Large language models and generative AI are being adopted for all kinds of new and interesting use cases, which we explore daily in these pages. One of the less visible use cases is widening the pool of users who can tap into advanced data science capabilities, thereby lowering the technical barrier that once separated the data haves from the have-nots, a Dataiku executive says.
The rapid pace of development for LLMs and GenAI is enabling average tech workers to do things that data scientists couldn’t even do six months ago, says Jed Dougherty, Dataiku’s vice president of platform strategy
“Not to say data science is dead or data scientists are dead. There’s still a ton of data out there that’s not text,” Dougherty says. “It’s not that data scientists aren’t needed anymore. There’s just problems they’ve never been able to solve that now anyone can solve, and that’s pretty cool.”
We’re fast reaching the point where just about anybody can tap into the sort of advanced AI capabilities that previously was only accessible to the largest FANG companies, Dougherty says, referring to the acronym for Facebook, Amazon, Netflix, and Google (but now used to represent all advanced tech giants).
“For me it’s a great time to be in this space,” he says. “It’s the biggest thing that’s happened, from an
algorithmic perspective, easily since Google Search, since PageRank ,as far as changing the way people interact with the world. To be working in the space at this time is terrific, invigorating.”
Dataiku is developing its platform to make it easier for non-AI experts to leverage LLMs and GenAI, such as ChatGPT, without exposing them to the nitty-gritty technical details. It’s the same approach it used for simplifying how users work with “classical” machine learning models, such as classification and regression algorithms, as well as for deep learning frameworks like PyTorch and Tensorflow.
The company has two specific tools that it’s working on to bolster the GenAI and LLM capabilites of its platform, including Prompt Studio and AI Prepare, both of which are in preview at the moment, with general availability expected soon.
Prompt Studio will allow users to develop new “recipes” in Dataiku that let them tap into LLM capabilites atop their existing data. For example, it will allow a marketing manager to tell an AI model (ChatGPT, Bard, etc.) to automatically write and send emails to a list of users.
“Essentially, you take in all your Salesforce data about every customer that you have, connect it to ChatGPT, and say ‘Write a cold call e-mail for every one of these customers,’” Dougherty says. “Hit one button in Dataiku and all of a sudden you have 500 cold call emails, which then you can click one more button in Dataiku and send out those emails to everybody.”
The other new tool, AI Prepare, will leverage GenAI models to automate data transformation tasks within Dataiku. Instead of requiring the user to manually write SQL to define the joins, filters, etc. to execute on the data, AI Prepare will generate the SQL for the user based on a few English language prompts and then execute the job.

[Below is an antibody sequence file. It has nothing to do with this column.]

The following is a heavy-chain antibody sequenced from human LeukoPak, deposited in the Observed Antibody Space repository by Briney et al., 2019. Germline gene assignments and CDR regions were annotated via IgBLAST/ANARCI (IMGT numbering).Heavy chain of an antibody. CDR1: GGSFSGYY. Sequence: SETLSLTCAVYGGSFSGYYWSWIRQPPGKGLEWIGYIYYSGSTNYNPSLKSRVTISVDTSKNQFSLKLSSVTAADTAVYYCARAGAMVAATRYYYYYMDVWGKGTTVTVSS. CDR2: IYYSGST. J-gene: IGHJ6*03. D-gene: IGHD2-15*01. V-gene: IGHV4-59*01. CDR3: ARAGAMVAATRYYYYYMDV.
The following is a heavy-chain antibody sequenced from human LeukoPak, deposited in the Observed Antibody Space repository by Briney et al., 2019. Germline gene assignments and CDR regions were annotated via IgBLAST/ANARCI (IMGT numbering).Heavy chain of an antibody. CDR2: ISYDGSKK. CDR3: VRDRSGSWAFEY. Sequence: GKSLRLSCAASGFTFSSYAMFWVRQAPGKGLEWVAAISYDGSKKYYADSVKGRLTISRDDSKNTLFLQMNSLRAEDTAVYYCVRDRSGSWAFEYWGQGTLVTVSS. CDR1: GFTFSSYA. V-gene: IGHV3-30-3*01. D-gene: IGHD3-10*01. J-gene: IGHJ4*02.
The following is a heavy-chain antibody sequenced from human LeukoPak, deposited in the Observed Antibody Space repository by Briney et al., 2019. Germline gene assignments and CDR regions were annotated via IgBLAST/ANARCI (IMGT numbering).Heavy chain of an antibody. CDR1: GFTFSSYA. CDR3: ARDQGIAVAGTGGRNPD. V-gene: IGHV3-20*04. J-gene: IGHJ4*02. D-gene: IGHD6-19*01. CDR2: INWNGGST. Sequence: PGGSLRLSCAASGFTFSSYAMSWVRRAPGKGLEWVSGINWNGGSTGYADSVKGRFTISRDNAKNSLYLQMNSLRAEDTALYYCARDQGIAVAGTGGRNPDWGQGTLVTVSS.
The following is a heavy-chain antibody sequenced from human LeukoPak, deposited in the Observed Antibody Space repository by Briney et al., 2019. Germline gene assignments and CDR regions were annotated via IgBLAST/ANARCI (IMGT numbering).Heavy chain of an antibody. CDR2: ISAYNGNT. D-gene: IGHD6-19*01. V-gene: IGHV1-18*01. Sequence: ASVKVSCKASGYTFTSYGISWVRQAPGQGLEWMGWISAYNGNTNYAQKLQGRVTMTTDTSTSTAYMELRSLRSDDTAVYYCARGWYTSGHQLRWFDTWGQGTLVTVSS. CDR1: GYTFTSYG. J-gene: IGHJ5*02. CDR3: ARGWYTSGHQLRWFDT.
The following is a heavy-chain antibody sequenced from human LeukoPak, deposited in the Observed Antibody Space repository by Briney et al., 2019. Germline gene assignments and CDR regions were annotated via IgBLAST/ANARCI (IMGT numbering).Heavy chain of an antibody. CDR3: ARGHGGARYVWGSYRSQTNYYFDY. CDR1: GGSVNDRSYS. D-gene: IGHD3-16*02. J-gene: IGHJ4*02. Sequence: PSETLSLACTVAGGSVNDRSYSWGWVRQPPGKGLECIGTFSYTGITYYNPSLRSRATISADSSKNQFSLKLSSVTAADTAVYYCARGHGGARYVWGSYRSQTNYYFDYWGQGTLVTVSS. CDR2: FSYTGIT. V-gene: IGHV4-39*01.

Users will be able to inspect and change the data flow created by AI Prepare just as they can with everything Dataiku does, Dougherty says. Oversight is necessary to detect mistakes, malfunctions, and hallucinations introduced by GenAI, he says.
“We want to be a stable environment for enterprise organizations to work in an enterprise way with all these GenAI capabilities,” he tells Datanami. “When I talk about a stable environment, I’m talking about a responsibility structure, preventing folks from going off the rails, either from spending too much money, accessing improper data that they shouldn’t be seeing, or rolling out models or working with models that they shouldn’t be working with.
“But at the same time making it so that the largest amount of people in your organization can leverage these things in a way that they can understand, and not just through chats,” Dougherty continues. “It’s not always just going to be a one person talking to a chatbot kind of interface. We really want people to be able to apply this stuff to the massive data sets they’ve been working with for the last 10 years.”
The French-American company (its headquarters are in New York City but the CEO and CTO work out of Paris) has recently rolled out its RAFT framework to ensure GenAI use cases stay within certain bounds. RAFT, which stands for stands Reliable, Accountable, Fair, and Transparent, is based on other emerging frameworks for the ethical use of AI.
Dataiku functions as a full data platform in that it includes tools for utilizing ML and AI as well as data prep and analytics tools. The company hasn’t yet used GenAI to create new visualizations and reports, but that will likely be coming in the future, according to Dougherty.
Dataiku has worked to lower the barrier of entry to its products to the point where, if you’re a good Excel user, you should be able to use Dataiku. That’s all part of the company’s strategy for the democratization of data and AI.
“It’s very much expanding the persona,” Dougherty says. “Certainly, data scientists are going to use this consistently for the most challenging part of the work that they’re doing. But there’s no reason why a business person can’t do this at this point. I wrote zero lines of code to [generate summaries of all Congressional bills] and it took me 15 minutes. Obviously I use Dataiku a lot. But this is not a high barrier to entry anymore, which is really, really cool.”